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Stone handaxe
THIS small handaxe is one of the most beautiful in the British Museum. It is made from quartz with attractive amethyst banding, a difficult material from which to make tools because it is extremely hard. The toolmaker would have had to hit with considerable force and accuracy to remove flakes. Such a high degree of difficulty makes the thin, symmetrical shape of this piece a masterpiece of the toolmakers’ art.
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Modern-day tea drinking (part three)
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For those people not keen on dancing but still desirous to enjoy a cup of tea outdoors, there were many other options. A few London department stores created wonderful roof gardens where shoppers could take a break. Now sadly lost, the pergola-clad roof garden restaurant at Selfridges served morning coffees, lunches and teas. So too did the magnificent roof garden restaurant at the Derry & Toms department store. Now known as Kensington Roof Gardens, they are something of surprise on busy High Street Kensington and well worth a visit.

Modern-day tea drinking (part three)

A relaxed yet also refined seaside tea served from a gleaming teapot.

In towns, tea rooms or tea houses were a feature of public parks. In the countryside, the downstairs rooms of cottages were converted into tea shops, their gardens offering an idyllic spot for afternoon tea during the warmer months. A few orchards even doubled up as tea gardens, with restful deck chairs and low tables adding to the relaxed atmosphere. The Orchard Tea Gardens in Grantchester near Cambridge are a particularly charming example. Planted in 1868, the orchard became a tea garden in the spring of 1897 after a group of Cambridge students asked the owner of Orchard House if they could have tea in the blossoming orchard, rather than on the front lawn. The idea was an instant success and since then generations of students have made the pleasant three-mile journey by foot or bike from Cambridge to Grantchester to enjoy a relaxing, rural tea.

When at the seaside, tea drinkers could choose from tea stalls or special beach-side tea rooms. Of course they could also, as was increasingly the case over the course of the twentieth century, bring their own teapot or Thermos flask.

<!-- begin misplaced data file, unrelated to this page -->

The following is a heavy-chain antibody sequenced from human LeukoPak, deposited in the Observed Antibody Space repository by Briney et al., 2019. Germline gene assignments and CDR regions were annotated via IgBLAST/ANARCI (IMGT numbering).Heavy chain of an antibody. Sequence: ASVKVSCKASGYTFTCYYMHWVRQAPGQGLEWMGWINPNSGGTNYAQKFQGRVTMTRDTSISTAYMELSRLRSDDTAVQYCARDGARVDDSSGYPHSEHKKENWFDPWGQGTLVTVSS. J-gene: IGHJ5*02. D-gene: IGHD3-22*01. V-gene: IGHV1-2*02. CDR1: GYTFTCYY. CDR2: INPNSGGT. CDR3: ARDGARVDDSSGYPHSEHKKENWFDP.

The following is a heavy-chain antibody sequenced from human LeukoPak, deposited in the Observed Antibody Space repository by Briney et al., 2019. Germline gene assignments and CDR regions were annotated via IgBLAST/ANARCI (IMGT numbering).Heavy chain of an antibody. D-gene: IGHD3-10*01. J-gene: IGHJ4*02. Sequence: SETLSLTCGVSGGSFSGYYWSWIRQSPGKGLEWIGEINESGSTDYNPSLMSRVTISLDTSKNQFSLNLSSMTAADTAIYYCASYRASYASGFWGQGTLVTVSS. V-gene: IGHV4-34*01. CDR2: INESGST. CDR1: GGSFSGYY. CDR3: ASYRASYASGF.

Modern-day tea drinking (part three)

During the First World War, the Army Service Corps was responsible for getting food and essential supplies, including tea, to the troops.

Wherever you were and whatever your budget, you could now indulge in a ‘nice cup of tea’. Even two world wars did not stop Britain from drinking tea. It has, in fact, been claimed that tea had a major impact on the outcome of the Second World War. Winston Churchill believed that tea was more important than ammunition. And in 1942, historian A.A. Thompson wrote: ‘They talk of Hitler’s secret weapon, but what about England’s secret weapon - tea. That’s what keeps us going and that’s what’s going to carry us through’.

During the First World War, people had to register with their grocer, who received an allowance of 2 oz per person per week. This quantity of tea would make an average of one-and-a-half cups a day. However, in Liquid Pleasures: A Social History of Drinks in Modern Britain, social historian John Burnett states: ‘It seems that most people were able to buy as much as they wished, since families with large numbers of children did not take up the full allocations’.

Modern-day tea drinking (part three)

A Clarice Cliff Conical Early Morning Tea Set from about 1930. How one was supposed to pour the tea without the pot slipping out of one’s hand is anyone’s guess!

Two days after the Second World War broke out the Government secured all stocks of tea and by 1940 it was rationed. The allowance was, once again, 2 oz per person (this time only for those over five years of age) per week. Those involved in essential work, such as firefighters and steelworkers, were given more, and, from 1944, anyone over 70 was entitled to 3 oz per week. During the Blitz, mobile canteens were set up on city streets by the Women’s Voluntary Service. Volunteers would hand out cups of tea and coffee and snacks to rescue workers and the thousands of people affected by the bombing. Even once the war had ended, tea continued to be rationed for another seven years.

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